Web services are a broad architectural technology that is built on other point technologies such as SOAP. In turn, SOAP is based on XML and HTTP, and uses networks (including the Internet) for communications. In order to understand quality of service for Web services, we must first understand the inherent limitations and bottlenecks of the underlying technologies and transport systems. Once we have a full grasp of these holes, we will be in a position to craft a Web services architecture that supports QoS.
SOAP messages are encoded in XML. Various aspects of Web services QoS are affected by XML because:
Given that XML is a human-readable and self-describing language for representing information, it incurs much overhead. In the next section, we see that HTTP also adds to the overall overhead and is another source of "holes" for QoS.
HTTP is the most prevalent transport for SOAP. HTTP is a lightweight, stateless protocol for distributed communications. HTTP was chosen because of its near ubiquitous status achieved as the protocol for the World Wide Web. Moreover, SOAP based on HTTP allows Web service messages to traverse enterprise firewalls easily, as many firewalls are already configured to allow HTTP traffic. As such, HTTP is a good choice since it supports near ubiquitous communications, and works with existing enterprise IT configurations.
As we have already seen, SOAP messages are relatively large, with the actual payload representing just a fraction of the entire message. These weighty messages must traverse communication networks between the client application to the actual Web service and then back again to the client application for each Web service invocations.
Some of these networks will be internal private networks, while others will be public shared networks, such as the Internet. In many cases, the messages will travel over a combination of private and public networks traveling some parts of its path on a private network and other parts on a public network. No matter what the type of network used, as Web services are used more often and the number of SOAP requests and responses mount, the communications network will be a significant source of latency.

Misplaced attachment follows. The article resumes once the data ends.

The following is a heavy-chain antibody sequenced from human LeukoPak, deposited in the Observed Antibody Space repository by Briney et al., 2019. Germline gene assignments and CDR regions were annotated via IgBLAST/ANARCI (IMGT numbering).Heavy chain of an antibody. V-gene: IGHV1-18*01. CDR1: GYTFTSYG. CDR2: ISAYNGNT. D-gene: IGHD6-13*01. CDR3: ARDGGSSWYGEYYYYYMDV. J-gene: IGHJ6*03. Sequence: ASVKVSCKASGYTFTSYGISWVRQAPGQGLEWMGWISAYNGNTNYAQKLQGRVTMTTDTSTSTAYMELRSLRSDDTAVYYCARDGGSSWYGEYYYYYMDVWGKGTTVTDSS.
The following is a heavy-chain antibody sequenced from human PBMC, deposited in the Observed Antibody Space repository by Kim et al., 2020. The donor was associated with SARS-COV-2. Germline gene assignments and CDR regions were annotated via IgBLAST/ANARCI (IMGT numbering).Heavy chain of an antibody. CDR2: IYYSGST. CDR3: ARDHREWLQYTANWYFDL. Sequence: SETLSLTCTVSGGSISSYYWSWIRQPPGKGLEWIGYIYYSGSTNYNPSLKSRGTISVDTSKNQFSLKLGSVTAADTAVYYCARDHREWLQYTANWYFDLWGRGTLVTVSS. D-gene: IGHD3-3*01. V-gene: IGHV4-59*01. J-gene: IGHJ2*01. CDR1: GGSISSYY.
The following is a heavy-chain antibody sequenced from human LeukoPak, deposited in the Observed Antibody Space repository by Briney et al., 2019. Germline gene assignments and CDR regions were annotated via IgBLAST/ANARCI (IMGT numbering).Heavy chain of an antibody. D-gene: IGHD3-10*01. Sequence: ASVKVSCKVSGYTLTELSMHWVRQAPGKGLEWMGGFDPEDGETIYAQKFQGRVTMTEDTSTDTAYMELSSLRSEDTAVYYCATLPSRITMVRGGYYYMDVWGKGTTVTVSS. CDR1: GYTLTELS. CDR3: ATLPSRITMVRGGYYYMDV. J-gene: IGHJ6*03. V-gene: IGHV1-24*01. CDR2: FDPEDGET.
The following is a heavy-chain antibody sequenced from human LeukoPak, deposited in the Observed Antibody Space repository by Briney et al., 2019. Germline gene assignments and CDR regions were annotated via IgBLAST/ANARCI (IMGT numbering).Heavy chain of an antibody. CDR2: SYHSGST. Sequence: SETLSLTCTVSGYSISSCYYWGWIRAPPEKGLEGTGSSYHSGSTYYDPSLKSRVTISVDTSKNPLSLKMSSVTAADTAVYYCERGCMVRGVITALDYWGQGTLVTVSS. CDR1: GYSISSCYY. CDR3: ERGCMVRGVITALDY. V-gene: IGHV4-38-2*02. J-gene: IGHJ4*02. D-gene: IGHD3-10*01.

The latency will not simply increase linearly with the increase in network traffic. When the demands placed on the network surpass its bandwidth, packets can simply be dropped. The sender of the packet will resend the packet only after a specified time-out period. For a successful Web service invocation, messages must be transmitted both for the request as well as for the response. So the percentage increase in network traffic that causes a packet to be dropped can result in a many times larger increase in application latency.
Web services do not exist within a vacuum. Instead, they must live in harmony with existing server-side and back-office infrastructure such as Web servers, application servers, databases, as well as legacy systems. Since many initial Web services are simply existing applications, including legacy and mainframe applications, which have been "wrapped" as Web services, server-side infrastructure also has a profound impact on the performance of Web services.
A typical Java 2 Enterprise Edition (J2EE) server-side infrastructure (together with the corresponding client side) is depicted in Figure 9-2.
Figure 9-2. Web services exist within and alongside server-side infrastructure.
How this server-side infrastructure may potentially impact a service's QoS measure must be taken into account.
As we have seen, a variety of systems and technologies contribute to the overall quality of a Web service. In the next section, we look at how to address some of these issues and best practices for doing so.